Book review: Diabetes With Delight2 min read . Updated: 29 Jan 2018, 05:05 PM IST
The book explains how diabetes can affect mental, emotional and physical well-being and lists simple steps to prevent as well as manage diabetes effectively
Diabetes With Delight, by Anoop Misra, chairman, Fortis C-DOC, New Delhi, is a comprehensive guide to diabetes management, especially for Indian patients.
According to the World Health Organization (WHO), diabetes is a chronic condition that occurs when the pancreas is not able to produce insulin or when the body cannot effectively use the insulin it produces. The number of people with diabetes globally rose from 108 million in 1980 to 422 million in 2014, according to WHO. In 2015, an estimated 1.6 million deaths were directly caused by diabetes. It is a major cause of blindness, kidney failure, heart attack, stroke and lower limb amputation.
Dr Misra terms diabetes an “opportunistic killer", as it occurs due to “opportunities" provided by patients in the form of bad lifestyle choices, like lack of physical activity.
The book explains how diabetes can affect mental, emotional and physical well-being and lists simple steps to prevent as well as manage diabetes effectively. The national guidelines that have been formulated for obesity, exercise and diabetes form the core of this book, in addition to inputs from clinicians and nutritionists.
The book’s most important contribution, perhaps, will be to demystify a much feared chronic ailment, enabling people with diabetes as well as general readers to adopt preventive measures for it as well as related non-communicable diseases such as hypertension, obesity, polycystic ovary syndrome, high cholesterol and cardiac ailments.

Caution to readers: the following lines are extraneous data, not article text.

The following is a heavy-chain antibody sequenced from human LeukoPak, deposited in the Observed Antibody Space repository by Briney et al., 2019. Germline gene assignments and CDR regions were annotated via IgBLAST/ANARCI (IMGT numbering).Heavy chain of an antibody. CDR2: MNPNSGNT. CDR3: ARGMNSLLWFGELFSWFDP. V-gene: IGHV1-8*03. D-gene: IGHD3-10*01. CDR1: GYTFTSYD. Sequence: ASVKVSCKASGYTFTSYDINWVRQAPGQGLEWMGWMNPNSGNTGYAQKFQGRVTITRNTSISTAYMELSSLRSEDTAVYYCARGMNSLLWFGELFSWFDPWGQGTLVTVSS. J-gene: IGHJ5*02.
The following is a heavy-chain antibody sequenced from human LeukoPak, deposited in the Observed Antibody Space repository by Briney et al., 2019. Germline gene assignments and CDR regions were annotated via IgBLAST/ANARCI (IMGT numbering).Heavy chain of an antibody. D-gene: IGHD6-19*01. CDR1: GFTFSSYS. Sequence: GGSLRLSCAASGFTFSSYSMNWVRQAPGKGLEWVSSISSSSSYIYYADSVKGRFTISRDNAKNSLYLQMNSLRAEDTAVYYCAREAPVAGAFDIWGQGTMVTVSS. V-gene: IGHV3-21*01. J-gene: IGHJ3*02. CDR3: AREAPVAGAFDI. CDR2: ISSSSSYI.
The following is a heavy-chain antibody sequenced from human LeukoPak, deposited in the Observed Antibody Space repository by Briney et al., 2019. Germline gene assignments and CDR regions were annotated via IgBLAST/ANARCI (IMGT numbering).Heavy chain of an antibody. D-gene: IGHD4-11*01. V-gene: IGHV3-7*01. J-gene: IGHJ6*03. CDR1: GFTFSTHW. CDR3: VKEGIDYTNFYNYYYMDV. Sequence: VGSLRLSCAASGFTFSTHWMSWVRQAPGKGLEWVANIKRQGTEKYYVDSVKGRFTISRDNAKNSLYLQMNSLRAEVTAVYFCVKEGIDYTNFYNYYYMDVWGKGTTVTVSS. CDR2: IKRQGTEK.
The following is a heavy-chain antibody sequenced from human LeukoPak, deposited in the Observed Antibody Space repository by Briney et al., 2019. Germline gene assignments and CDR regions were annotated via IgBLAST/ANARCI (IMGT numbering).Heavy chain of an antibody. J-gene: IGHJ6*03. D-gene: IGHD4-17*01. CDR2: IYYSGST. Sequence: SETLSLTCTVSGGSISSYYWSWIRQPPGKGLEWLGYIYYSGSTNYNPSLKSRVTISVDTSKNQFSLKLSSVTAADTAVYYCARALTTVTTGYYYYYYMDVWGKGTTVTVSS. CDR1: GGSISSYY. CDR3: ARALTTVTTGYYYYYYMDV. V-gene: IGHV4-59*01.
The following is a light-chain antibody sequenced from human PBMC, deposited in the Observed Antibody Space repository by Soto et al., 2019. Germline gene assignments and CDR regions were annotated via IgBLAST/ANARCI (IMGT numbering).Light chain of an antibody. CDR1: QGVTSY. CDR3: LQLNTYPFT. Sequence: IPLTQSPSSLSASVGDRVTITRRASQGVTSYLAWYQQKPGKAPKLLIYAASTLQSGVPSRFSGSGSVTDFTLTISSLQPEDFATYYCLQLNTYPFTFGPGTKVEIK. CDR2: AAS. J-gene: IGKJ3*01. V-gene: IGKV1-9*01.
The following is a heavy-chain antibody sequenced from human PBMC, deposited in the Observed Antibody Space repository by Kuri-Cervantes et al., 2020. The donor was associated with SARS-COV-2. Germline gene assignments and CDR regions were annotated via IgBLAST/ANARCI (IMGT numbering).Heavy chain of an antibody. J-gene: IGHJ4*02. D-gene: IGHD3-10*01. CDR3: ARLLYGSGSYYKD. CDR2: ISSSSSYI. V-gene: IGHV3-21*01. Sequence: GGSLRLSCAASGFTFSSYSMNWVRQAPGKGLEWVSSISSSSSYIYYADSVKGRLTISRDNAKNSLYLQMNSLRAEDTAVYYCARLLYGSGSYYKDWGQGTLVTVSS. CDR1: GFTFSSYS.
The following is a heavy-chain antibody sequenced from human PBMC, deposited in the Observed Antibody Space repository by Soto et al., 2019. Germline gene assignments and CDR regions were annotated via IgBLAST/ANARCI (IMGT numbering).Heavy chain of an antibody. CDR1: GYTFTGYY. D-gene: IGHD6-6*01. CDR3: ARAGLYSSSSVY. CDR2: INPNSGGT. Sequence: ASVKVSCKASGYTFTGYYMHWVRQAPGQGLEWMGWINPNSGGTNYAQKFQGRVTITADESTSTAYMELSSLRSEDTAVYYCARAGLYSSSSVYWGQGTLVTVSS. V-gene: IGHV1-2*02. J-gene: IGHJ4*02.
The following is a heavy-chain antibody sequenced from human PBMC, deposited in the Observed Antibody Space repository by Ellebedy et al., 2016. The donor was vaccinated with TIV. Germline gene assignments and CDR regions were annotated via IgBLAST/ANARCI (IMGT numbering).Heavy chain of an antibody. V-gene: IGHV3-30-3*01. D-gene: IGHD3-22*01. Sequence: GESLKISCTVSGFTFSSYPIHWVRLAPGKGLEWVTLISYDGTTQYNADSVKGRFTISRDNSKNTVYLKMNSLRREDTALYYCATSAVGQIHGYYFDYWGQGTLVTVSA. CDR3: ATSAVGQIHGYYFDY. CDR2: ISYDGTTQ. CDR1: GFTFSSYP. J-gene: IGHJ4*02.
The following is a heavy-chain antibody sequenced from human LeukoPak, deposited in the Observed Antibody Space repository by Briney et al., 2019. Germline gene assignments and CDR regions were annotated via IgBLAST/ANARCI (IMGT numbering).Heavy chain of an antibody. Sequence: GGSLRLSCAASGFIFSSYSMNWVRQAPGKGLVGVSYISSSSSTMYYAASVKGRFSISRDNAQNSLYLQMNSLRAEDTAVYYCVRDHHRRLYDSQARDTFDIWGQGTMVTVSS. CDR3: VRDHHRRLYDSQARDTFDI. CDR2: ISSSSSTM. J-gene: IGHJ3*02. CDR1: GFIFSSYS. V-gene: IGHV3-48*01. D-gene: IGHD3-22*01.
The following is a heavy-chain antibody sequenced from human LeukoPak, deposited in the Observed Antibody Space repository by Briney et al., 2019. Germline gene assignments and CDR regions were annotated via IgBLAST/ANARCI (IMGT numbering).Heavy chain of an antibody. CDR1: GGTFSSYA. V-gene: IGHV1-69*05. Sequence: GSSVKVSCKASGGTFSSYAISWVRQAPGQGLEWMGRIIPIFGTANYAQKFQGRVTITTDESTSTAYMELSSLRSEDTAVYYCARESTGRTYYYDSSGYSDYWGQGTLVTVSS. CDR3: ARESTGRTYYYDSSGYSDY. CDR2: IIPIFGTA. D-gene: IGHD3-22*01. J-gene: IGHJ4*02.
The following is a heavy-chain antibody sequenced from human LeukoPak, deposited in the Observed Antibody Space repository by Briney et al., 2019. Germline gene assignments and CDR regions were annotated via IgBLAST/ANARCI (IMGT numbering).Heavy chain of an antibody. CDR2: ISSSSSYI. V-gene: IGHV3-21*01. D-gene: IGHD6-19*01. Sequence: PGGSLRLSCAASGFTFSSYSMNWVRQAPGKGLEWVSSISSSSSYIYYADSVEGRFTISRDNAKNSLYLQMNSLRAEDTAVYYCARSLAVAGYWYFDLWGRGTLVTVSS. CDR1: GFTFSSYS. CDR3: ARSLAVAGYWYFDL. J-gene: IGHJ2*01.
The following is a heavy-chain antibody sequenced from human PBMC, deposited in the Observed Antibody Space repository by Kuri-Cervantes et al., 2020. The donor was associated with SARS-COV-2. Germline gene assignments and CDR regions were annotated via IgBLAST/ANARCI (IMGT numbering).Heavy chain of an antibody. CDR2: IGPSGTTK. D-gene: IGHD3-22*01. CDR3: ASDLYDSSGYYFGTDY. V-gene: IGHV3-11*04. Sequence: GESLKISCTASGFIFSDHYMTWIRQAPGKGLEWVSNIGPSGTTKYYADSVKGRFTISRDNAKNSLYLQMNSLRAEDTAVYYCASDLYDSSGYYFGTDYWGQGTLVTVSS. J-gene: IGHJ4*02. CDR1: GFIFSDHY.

Dr Misra addresses long-standing myths in a simple and engaging manner.
One of these is that diabetics cannot eat chocolates and sweets. Dr Misra explains that a very small portion of such sweets can be included in the diet in conjunction with exercise.
Another common myth is that home remedies, such as eating bitter gourd, bottle gourd, cinnamon and jamun (black plum), can replace medicines. The fact, he says, is that although many Indian home remedies help in managing blood sugar levels, they cannot replace proper medication and lifestyle modifications.
For instance, Dr Misra explains, the metabolism slows down with age, the biggest change occurring between 40-50 years, when people tend to gain weight. This is the time when one should be careful and make changes in diet and lifestyle. A healthy diet (the book lists some healthy recipes), regular physical activity, normal body weight and staying away from tobacco can help delay the onset of type 2 diabetes.
In a section devoted to common oil myths, the author explains how labels like “low fat", “reduced fat" or “zero cholesterol" can often be misleading. A reduced-fat snack should contain less fat than the full-fat version, but that doesn’t automatically make it a healthy choice. It could still contain much more fat than a portion of fruit. Low-fat foods also contain high levels of sugar. Similarly, so called “zero cholesterol" oils may contain harmful fatty acids.